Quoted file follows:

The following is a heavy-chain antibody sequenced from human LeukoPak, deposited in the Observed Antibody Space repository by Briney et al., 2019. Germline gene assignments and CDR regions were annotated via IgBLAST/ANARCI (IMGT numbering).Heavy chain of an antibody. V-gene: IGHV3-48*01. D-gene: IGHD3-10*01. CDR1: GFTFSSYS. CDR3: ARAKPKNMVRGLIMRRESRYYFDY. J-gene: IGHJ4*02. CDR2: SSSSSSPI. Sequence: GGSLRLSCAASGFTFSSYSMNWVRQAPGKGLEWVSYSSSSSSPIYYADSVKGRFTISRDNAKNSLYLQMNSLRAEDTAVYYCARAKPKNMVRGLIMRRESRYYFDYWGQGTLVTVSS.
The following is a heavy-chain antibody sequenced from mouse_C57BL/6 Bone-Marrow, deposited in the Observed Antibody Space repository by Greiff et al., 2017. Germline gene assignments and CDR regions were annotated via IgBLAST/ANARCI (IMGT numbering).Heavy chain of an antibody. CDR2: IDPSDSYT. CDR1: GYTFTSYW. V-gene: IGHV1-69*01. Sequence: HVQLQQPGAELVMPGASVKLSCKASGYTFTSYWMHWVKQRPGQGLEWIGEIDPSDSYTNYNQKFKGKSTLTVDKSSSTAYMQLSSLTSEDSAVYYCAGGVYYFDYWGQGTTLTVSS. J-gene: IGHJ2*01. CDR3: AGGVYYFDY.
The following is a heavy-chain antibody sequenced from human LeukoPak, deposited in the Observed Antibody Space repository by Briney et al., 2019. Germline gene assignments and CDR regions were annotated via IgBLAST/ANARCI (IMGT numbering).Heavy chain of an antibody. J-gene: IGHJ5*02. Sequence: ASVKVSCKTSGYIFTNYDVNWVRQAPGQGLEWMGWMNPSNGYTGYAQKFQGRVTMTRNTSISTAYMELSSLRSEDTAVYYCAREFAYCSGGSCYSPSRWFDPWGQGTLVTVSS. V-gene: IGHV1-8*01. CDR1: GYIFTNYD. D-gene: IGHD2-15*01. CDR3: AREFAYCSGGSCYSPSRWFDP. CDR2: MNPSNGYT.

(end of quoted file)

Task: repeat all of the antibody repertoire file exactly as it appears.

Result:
The following is a heavy-chain antibody sequenced from human LeukoPak, deposited in the Observed Antibody Space repository by Briney et al., 2019. Germline gene assignments and CDR regions were annotated via IgBLAST/ANARCI (IMGT numbering).Heavy chain of an antibody. V-gene: IGHV3-48*01. D-gene: IGHD3-10*01. CDR1: GFTFSSYS. CDR3: ARAKPKNMVRGLIMRRESRYYFDY. J-gene: IGHJ4*02. CDR2: SSSSSSPI. Sequence: GGSLRLSCAASGFTFSSYSMNWVRQAPGKGLEWVSYSSSSSSPIYYADSVKGRFTISRDNAKNSLYLQMNSLRAEDTAVYYCARAKPKNMVRGLIMRRESRYYFDYWGQGTLVTVSS.
The following is a heavy-chain antibody sequenced from mouse_C57BL/6 Bone-Marrow, deposited in the Observed Antibody Space repository by Greiff et al., 2017. Germline gene assignments and CDR regions were annotated via IgBLAST/ANARCI (IMGT numbering).Heavy chain of an antibody. CDR2: IDPSDSYT. CDR1: GYTFTSYW. V-gene: IGHV1-69*01. Sequence: HVQLQQPGAELVMPGASVKLSCKASGYTFTSYWMHWVKQRPGQGLEWIGEIDPSDSYTNYNQKFKGKSTLTVDKSSSTAYMQLSSLTSEDSAVYYCAGGVYYFDYWGQGTTLTVSS. J-gene: IGHJ2*01. CDR3: AGGVYYFDY.
The following is a heavy-chain antibody sequenced from human LeukoPak, deposited in the Observed Antibody Space repository by Briney et al., 2019. Germline gene assignments and CDR regions were annotated via IgBLAST/ANARCI (IMGT numbering).Heavy chain of an antibody. J-gene: IGHJ5*02. Sequence: ASVKVSCKTSGYIFTNYDVNWVRQAPGQGLEWMGWMNPSNGYTGYAQKFQGRVTMTRNTSISTAYMELSSLRSEDTAVYYCAREFAYCSGGSCYSPSRWFDPWGQGTLVTVSS. V-gene: IGHV1-8*01. CDR1: GYIFTNYD. D-gene: IGHD2-15*01. CDR3: AREFAYCSGGSCYSPSRWFDP. CDR2: MNPSNGYT.